Super Bowl Review: Beyonce´ as MVP!
If only they'd blacked out the ads.
What a bizarre Super Bowl Sunday it was, from the oddly imbalanced game to the 34-minute Superdome power outage that separated the Ravens blowout of the first half from the 49ers blowout of the second half, pushing a fairly gripping Elementary episode past prime time on the East Coast.
Turns out the stadium wasn't the only thing lacking power. With very few exceptions, this year's Ad Bowl was a bust. Take the Budweiser brand. Please. If it weren't for the Clydesdales once again rescuing the beer maker with a moving ad about a horse reunited with his trainer (to the tune of Landslide), the prolific company would have come up all empties. Annoying hipsters hawking the Black Crown label were a total turn-off — "Beer for a—holes," Modern Family's Steve Levitan tweeted — and Bud Light's running gag of Stevie Wonder as a voodoo "mojo" priest wasn't much better.
"It's only weird if it doesn't work," was the latter campaign's tag line. This year, it was weird when an ad actually worked. (Another case in point: Coke's anticlimactic yawn of a "Coke Chase.") Even the placements were strange, with a Doritos spot followed by a graphically provocative Calvin Klein underwear ad featuring half-naked men who've obviously never indulged in snack food.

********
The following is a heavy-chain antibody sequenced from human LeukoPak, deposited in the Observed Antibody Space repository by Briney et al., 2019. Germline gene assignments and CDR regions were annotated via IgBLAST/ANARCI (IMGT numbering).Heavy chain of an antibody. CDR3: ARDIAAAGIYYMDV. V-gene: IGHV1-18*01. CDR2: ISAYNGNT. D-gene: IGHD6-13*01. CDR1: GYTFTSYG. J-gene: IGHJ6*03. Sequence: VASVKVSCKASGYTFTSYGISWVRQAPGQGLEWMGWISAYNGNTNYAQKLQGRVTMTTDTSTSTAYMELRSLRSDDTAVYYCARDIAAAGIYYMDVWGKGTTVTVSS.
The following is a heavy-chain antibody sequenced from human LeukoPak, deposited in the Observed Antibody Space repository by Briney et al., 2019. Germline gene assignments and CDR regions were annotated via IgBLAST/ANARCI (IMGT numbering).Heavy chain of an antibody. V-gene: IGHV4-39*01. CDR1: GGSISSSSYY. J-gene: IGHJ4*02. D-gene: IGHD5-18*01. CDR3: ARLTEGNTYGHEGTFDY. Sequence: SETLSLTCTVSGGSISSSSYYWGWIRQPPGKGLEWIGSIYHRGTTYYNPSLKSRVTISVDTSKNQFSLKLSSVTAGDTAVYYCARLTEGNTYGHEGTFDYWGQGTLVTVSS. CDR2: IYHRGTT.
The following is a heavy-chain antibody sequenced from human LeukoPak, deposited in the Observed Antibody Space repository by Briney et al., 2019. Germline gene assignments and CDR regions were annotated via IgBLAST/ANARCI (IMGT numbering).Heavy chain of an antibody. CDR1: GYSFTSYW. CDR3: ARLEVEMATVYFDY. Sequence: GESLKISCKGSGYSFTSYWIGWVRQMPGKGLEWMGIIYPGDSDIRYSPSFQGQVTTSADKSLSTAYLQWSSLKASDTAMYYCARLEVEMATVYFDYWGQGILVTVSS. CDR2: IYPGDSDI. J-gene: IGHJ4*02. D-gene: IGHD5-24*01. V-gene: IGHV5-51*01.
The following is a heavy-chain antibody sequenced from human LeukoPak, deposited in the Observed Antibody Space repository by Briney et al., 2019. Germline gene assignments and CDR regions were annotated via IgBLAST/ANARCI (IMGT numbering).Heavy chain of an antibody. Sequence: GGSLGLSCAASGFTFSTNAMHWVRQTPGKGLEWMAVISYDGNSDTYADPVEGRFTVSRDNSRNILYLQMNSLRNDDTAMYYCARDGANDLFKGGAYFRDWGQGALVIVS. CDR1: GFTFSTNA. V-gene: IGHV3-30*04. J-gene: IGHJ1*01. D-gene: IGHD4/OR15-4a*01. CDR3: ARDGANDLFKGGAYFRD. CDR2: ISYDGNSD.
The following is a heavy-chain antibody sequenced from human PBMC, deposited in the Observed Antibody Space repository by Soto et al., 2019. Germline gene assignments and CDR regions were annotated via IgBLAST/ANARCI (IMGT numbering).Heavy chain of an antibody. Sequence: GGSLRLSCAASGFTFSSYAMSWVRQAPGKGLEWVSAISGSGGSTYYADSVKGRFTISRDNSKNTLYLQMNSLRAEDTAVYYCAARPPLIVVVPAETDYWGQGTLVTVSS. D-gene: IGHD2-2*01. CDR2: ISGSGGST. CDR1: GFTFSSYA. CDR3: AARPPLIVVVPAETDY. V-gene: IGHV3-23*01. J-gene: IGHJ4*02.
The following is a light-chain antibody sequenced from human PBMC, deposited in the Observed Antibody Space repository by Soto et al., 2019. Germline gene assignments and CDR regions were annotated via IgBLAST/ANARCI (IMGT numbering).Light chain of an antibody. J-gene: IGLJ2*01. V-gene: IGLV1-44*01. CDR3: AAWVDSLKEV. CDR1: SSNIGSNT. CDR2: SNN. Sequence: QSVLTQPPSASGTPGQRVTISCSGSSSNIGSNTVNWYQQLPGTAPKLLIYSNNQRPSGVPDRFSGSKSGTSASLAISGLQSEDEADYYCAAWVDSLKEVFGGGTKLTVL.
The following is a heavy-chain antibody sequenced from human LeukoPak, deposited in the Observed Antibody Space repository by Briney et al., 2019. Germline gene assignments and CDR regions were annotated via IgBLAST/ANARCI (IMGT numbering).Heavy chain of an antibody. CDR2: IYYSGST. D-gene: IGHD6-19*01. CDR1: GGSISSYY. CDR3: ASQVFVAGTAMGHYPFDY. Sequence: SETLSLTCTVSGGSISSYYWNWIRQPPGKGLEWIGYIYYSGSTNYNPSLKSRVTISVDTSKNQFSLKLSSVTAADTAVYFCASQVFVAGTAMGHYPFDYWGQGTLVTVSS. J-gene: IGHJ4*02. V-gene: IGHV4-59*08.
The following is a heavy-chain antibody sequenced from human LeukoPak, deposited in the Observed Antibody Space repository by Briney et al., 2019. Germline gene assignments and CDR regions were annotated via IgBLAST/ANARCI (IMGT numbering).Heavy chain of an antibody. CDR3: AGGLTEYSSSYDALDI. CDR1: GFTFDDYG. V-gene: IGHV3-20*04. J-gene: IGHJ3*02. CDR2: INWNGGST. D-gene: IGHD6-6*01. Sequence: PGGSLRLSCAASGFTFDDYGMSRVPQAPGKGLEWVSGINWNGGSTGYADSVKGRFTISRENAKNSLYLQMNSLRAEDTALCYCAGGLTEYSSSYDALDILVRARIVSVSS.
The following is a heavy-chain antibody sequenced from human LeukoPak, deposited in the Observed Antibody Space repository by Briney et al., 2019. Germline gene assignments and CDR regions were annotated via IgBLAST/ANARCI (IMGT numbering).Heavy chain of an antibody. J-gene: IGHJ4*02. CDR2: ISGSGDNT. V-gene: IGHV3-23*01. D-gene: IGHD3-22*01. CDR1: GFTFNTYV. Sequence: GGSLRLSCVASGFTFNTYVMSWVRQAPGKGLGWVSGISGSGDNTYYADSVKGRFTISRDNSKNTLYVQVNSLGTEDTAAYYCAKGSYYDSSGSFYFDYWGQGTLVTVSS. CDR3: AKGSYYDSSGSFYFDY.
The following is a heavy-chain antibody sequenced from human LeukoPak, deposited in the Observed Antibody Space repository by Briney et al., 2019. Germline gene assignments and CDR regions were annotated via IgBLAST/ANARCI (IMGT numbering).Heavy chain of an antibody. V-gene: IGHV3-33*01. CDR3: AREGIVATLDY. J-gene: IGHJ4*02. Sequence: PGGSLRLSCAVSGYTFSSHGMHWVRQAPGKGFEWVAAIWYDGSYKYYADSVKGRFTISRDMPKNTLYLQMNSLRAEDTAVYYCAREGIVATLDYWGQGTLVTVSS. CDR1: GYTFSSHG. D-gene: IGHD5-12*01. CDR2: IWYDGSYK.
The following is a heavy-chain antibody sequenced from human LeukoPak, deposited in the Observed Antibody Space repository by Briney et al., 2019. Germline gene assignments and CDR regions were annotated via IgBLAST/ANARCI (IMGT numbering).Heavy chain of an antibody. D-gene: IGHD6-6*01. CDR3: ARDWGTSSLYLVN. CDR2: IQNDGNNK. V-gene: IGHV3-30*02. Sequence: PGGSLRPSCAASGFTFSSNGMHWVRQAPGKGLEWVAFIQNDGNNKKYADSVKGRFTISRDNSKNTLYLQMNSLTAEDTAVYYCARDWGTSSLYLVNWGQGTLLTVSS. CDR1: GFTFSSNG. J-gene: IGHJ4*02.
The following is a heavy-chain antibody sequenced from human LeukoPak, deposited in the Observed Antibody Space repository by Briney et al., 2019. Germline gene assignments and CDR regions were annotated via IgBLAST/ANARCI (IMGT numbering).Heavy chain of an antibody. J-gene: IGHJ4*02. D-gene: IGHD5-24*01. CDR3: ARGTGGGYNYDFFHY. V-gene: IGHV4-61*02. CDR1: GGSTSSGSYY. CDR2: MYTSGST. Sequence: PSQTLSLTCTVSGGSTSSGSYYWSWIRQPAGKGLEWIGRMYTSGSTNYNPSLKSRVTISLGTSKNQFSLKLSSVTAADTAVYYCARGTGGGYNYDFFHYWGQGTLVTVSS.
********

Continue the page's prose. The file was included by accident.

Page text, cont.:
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Among the precious few winners: An Oreos skirmish over "cookie vs. cream" turning a library into a war zone, with the mayhem conducted in whispers (the brand also scored with a clever instant-ad tweeted during the blackout); emotional tributes to the military from Jeep (with Oprah narration) and to farmers from Dodge Ram (with voice-over from late radio personality Paul Harvey); revenge of the sitcom divas, with Amy Poehler badgering a Best Buy salesman with silly questions, and Kaley Cuoco granting wishes as a genie for Toyota (The Big Bang Theory cast in football drag was another highlight); Paul Rudd and Seth Rogen pitching "next big thing" ideas to sleazy ad man Bob Odenkirk (channeling his Breaking Bad character of Saul Goodman) in an overlong but clever satire of celebrity endorsements; Glee's Naya Rivera molesting a giant red M&M.
Too many others gave us moments we wish we could un-see: the revolting GoDaddy kiss, the 2 Broke Girls pole dance, Psy cracking pistachio nuts Gangnum style, Tracy Morgan shrilly shilling for some energy drink, and so on.
The one part of Super Bowl Sunday that absolutely lived up to the hype was Beyoncé's electrifying half-time show, a sizzling and sexy fireburst of ferocious showmanship that included a brief reunion with Destiny's Child. Beyoncé looked astonishing, she sounded as good as anyone does under those pyrotechnic circumstances, and as she joyously vamped across the stage with all kinds of flashy camera tricks, her charisma and energy proved to be the best special effect of all. She was the superstar MVP of a night we'll not soon forget, though not always for the best of reasons.
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